Lack of Governmental Leadership in Maui leaving locals to take care of one another

Important Takeaways:

  • Maui fire survivors describe nighttime looting and rerouted supply drops as they say local leadership botches emergency response
  • Maui residents are becoming increasingly desperate for local leadership to take control of the emergency response to the catastrophic fires that leveled parts of the Hawaiian island and left at least 93 dead.
  • While rescue crews made their way across the island with water, food, and first aid, locals told Insider supply drops were being rerouted and anguished residents were taking matters into their own hands.
  • “There’s some police presence. There’s some small military presence, but at night, people are being robbed at gunpoint,” Matt Robb, a co-owner of a Lāhainā bar called The Dirty Monkey, told Insider. “People are raped and pillaged. I mean, they’re going through houses — and then by day, it’s hunky-dory. So where is the support? I don’t think our government and our leaders, at this point, know how to handle this or what to do.”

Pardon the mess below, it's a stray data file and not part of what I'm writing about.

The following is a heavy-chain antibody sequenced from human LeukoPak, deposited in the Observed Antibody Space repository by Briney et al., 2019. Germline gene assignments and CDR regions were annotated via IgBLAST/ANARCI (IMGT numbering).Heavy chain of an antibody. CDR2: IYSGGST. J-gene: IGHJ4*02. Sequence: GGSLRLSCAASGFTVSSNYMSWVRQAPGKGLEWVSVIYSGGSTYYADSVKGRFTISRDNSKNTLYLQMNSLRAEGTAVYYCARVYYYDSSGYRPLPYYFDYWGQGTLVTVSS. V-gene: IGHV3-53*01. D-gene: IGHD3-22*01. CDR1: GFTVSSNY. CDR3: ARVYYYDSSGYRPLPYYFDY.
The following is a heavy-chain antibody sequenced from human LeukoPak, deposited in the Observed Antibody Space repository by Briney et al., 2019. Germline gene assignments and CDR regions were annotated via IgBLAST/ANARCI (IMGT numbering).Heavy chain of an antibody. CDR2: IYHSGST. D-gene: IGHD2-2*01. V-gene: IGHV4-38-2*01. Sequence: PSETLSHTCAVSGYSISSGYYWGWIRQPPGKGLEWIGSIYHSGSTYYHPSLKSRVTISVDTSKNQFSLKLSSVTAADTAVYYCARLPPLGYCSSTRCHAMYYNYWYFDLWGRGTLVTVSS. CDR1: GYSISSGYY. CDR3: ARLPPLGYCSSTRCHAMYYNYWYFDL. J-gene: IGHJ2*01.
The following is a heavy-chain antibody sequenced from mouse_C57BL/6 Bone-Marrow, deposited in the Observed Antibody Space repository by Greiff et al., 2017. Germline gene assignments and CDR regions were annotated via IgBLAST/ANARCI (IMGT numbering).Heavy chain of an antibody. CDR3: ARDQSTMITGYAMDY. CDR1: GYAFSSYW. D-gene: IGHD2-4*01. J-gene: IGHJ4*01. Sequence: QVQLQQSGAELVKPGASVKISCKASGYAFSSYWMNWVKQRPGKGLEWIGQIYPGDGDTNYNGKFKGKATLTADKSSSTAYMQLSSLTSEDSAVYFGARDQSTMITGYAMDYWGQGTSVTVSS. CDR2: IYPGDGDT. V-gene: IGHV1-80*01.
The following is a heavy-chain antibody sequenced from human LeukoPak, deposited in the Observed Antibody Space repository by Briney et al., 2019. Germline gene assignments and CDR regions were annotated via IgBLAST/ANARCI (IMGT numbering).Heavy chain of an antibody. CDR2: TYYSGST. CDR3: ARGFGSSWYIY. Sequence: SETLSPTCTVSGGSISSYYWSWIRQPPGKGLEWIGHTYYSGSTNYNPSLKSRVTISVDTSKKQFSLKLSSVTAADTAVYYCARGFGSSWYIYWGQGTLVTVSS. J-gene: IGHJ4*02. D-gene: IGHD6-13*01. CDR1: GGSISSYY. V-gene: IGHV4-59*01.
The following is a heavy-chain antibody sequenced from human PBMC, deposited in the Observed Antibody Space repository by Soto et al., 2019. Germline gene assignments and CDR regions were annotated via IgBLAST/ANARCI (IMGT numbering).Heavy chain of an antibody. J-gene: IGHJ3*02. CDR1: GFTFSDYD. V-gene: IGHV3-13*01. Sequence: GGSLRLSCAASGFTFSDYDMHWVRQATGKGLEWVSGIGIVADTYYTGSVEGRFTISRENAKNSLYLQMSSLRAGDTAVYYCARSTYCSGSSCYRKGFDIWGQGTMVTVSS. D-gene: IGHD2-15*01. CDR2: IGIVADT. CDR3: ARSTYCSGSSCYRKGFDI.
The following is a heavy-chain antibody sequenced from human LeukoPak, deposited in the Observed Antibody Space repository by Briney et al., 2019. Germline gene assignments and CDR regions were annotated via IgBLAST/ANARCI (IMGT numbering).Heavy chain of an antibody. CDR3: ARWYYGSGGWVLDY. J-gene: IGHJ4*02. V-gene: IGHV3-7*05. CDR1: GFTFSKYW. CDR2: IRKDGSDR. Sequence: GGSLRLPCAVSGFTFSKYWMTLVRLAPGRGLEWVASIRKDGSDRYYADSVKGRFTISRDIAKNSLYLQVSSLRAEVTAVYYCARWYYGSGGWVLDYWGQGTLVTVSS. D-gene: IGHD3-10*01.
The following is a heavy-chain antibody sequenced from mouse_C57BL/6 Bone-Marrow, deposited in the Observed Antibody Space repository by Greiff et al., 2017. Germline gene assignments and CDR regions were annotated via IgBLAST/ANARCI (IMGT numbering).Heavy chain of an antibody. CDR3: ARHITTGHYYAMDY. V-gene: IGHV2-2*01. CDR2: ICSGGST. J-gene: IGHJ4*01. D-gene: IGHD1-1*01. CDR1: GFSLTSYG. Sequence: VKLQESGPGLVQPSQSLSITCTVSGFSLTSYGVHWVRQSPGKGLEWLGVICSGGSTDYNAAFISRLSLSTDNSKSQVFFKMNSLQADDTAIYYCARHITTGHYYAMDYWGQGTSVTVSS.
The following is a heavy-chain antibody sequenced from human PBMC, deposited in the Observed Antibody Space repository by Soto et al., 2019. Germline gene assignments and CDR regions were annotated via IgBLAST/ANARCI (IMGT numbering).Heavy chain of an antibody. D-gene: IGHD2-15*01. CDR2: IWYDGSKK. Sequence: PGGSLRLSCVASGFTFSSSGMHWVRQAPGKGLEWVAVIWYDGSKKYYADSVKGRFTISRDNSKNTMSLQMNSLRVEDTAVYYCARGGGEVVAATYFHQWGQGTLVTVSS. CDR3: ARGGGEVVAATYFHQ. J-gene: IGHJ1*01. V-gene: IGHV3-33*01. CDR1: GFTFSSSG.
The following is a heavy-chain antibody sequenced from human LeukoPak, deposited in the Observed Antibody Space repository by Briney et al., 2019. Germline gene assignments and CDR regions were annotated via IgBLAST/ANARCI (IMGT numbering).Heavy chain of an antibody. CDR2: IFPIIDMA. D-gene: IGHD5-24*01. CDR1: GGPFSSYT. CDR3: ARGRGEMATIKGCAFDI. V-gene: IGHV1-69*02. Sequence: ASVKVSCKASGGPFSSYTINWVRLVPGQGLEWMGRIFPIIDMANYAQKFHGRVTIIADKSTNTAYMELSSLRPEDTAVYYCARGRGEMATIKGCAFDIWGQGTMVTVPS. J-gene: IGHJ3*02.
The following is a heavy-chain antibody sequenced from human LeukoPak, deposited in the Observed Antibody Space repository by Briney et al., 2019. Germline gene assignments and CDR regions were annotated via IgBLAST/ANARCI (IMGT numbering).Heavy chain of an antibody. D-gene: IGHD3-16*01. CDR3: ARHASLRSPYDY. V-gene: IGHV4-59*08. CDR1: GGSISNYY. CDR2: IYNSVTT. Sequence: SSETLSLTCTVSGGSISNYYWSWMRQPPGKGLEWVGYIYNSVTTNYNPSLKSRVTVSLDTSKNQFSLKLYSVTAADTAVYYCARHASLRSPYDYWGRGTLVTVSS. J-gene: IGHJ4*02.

• Kami Irwin, a Maui resident helping to coordinate relief efforts “I had to deal with a situation that wasn’t even part of who I am or what I do,” Irwin said. “I had to talk to pilots that got grounded with our medical supplies who were stuck on the Big Island because the Department of Health stopped them from transporting insulin. And we have people all over the island that need insulin.”
  • She said residents chose to take matters into their own hands after realizing they were repeatedly seeing the same local volunteers, not government officials, coordinating aid efforts.

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U.S. adds social distancing to Atlantic hurricane season emergency response plan

By Rich McKay

(Reuters) – With the 2020 Atlantic hurricane season fast approaching, U.S. officials on Thursday said they were readying more buses, hotel rooms and shelter space for social distancing to reduce the spread of the novel coronavirus during potential evacuations.

The Federal Emergency Management Agency said in a telephone briefing that it anticipated a higher-than-average number of storms during the U.S. storm season beginning on June 1. It urged states and cities to step up their preparations.